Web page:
Saturday, August 20, 2011

Film # 59: A Hard Day's Night (1964)

Director: Richard Lester

Initial Release Country: United Kingdom

Times Previously Seen: none

Teaser Summary (No spoilers)

The iconic pop quartet spend a day running from fans, being cheeky, and mixing in several smash hits.

Extended Summary (Spoilers included, not that it matters)

Pop music sensations The Beatles are busy young lads. On one “typical” day, they spend their time charming some fans with their playful puns, avoiding stodgy drags with impish impassivity, or simply driving the teenyboppers wild with their monstrously popular tunes. They bounce from trains to limos to concert halls to night clubs, bringing their playfully subversive charm with them.

Accompanied by Paul McCarthy's rakish granddad and the band's managers, the Fab Four break into song several times, be it in a train car, on the street or in its presumed proper place, a concert hall. After a series of misunderstandings nearly lose their drummer, Ringo Starr, to arrest by the local police, the four arrive at that evening's gig just in time play their set, sooth the panicked stage manager, and send the adolescent girls into absolute rapture.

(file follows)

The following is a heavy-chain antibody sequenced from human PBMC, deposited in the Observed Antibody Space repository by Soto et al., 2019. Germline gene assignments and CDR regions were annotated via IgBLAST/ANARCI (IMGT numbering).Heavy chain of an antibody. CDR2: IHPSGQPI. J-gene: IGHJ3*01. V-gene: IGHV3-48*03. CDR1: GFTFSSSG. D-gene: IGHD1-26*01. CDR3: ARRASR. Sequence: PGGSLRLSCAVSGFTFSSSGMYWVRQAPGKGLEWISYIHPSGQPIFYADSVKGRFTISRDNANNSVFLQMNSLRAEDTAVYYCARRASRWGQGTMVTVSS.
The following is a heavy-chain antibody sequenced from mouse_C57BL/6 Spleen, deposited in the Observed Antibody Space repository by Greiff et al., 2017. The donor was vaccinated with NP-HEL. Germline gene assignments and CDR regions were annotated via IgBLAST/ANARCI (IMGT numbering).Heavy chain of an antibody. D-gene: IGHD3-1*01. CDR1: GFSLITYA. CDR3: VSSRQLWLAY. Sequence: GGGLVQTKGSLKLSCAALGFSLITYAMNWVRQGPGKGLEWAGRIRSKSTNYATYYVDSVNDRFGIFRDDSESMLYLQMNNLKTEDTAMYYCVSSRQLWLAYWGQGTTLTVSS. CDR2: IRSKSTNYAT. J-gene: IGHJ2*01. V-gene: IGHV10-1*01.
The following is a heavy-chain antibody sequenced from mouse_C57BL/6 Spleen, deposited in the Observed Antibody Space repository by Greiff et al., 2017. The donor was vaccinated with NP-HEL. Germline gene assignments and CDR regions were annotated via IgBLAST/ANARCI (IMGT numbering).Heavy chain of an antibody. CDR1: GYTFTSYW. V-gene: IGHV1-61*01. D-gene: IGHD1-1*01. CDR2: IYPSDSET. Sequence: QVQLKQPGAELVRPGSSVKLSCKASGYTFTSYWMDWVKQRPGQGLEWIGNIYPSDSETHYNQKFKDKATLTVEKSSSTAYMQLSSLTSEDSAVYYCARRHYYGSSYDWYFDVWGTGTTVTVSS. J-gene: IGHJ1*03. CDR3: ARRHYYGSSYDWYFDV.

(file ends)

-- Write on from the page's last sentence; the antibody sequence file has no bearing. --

Lennon & Harrison, dazzling adoring fans by their meer presence.

After all of the screaming, cheering and hoipaloi die down, John, Paul, George and Ringo run off with their managers to board a helicopter and fly away, presumably to the next day's gig and yet another bout of non-stop insanity and hijinx.

Take 1: My Gut Reaction (Done after this first viewing, before any research on the film)

I simply don't get it.